The Grand Bay complex is the largest inland waterfowl resting area in south-central Georgia. The extensive wetlands attract a diversity of wading bird species. Large rookeries of great blue, little blue, yellow-crowned night, black-crowned night and green herons; great and cattle egrets; white ibis; anhingas; and American and least bitterns occur on Grand Bay. Ospreys have also been observed in the general area. In addition, numerous passerine species, including the prothonotary warbler, frequent the marsh areas. Hunting is permitted over much of the base property. Large rookeries of great blue, little blue, yellow-crowned night, black-crowned night and green herons; great and cattle egrets; white ibis; anhingas; and American and least bitterns occur on Grand Bay. Ospreys have also been observed in the general area.
Several federally endangered (E) or threatened (T) species occur in the area year-round or seasonally. An excellent population of the federally threatened American alligator (Alligator mississippiensis) is found throughout the Grand Bay/Banks Lake complex. Alligator have also been found at Mission Lake. The wood stork (E) (Mycteria Americana) feeds in the Grand Bay swamp area. An estimated 100 to 250 wood storks use wetland areas with falling water levels during late summer-early fall. Bald eagles (E) (Haliaeetus leucocephalus) have been observed at the grassy pond recreational area.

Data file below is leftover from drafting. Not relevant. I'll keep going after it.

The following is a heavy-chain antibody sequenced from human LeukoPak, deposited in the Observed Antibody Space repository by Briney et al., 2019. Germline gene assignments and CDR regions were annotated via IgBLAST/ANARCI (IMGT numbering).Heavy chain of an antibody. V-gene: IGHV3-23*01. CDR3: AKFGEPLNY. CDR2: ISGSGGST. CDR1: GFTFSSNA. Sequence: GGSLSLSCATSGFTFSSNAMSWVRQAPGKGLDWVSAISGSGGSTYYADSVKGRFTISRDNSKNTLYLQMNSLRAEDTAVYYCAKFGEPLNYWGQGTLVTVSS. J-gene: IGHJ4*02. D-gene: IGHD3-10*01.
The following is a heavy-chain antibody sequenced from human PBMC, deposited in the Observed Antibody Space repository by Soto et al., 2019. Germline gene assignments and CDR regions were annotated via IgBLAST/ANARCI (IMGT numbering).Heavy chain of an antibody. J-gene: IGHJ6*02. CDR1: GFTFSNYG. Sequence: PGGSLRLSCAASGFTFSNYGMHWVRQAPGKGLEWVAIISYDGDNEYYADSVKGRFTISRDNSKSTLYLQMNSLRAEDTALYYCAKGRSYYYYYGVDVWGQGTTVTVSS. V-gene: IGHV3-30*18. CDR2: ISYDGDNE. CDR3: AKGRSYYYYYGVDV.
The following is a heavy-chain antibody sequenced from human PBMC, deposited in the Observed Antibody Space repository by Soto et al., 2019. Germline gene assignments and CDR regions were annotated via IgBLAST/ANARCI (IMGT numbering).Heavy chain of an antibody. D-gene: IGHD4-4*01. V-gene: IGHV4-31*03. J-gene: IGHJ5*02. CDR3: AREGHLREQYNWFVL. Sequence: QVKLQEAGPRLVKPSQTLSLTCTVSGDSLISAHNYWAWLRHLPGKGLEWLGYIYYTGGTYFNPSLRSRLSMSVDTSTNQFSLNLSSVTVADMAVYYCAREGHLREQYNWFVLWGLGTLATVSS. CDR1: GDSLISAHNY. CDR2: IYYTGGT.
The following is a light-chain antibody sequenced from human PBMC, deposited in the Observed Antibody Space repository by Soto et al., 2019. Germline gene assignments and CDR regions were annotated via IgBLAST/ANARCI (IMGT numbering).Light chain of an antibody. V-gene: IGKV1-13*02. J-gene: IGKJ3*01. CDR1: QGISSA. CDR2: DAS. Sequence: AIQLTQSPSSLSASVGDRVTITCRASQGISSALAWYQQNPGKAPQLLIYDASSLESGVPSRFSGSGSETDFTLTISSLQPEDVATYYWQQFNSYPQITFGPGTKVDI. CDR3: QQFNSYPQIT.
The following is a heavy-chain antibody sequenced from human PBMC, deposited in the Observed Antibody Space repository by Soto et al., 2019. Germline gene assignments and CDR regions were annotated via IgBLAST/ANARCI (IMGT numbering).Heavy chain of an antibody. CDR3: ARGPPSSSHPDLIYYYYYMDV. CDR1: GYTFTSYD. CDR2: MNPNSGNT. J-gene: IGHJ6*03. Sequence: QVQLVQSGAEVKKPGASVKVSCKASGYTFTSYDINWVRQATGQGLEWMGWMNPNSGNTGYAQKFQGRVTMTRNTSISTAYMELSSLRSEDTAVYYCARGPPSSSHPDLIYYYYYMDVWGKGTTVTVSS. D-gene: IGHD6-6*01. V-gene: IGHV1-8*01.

Grand Bay Wildlife Management Area is located in the lower Coastal Plain physiographic province in what is typically known as "flatwoods." It is situated within a 13,000-acre wetlands system, which is the second largest natural blackwater wetland in the Coastal Plain of Georgia. In many ways, the large, shallow, peat-filled wetlands of Grand Bay mimic their big brother, the Okefenokee Swamp. Grand Bay is one of the land features known as "Carolina bays" which, according to one theory, were created by showers of meteors. Plant communities within these bays are a mosaic of wet savannas, shrub bogs, cypress-gum ponds, prairie and black gum-cypress swamps, practically indistinguishable from habitats found in the Okefenokee. The diversity of wildlife also compares favorably with that found in the Okefenokee. Uplands surrounding the wetlands provide good examples of mature longleaf-slash pine flatwoods. A small percentage of the area is in mixed live oak-pine and is home to gopher tortoises and indigo snakes. Dudley's Hammock, a rare example of a mature broadleaf-evergreen hammock community, is found in the area.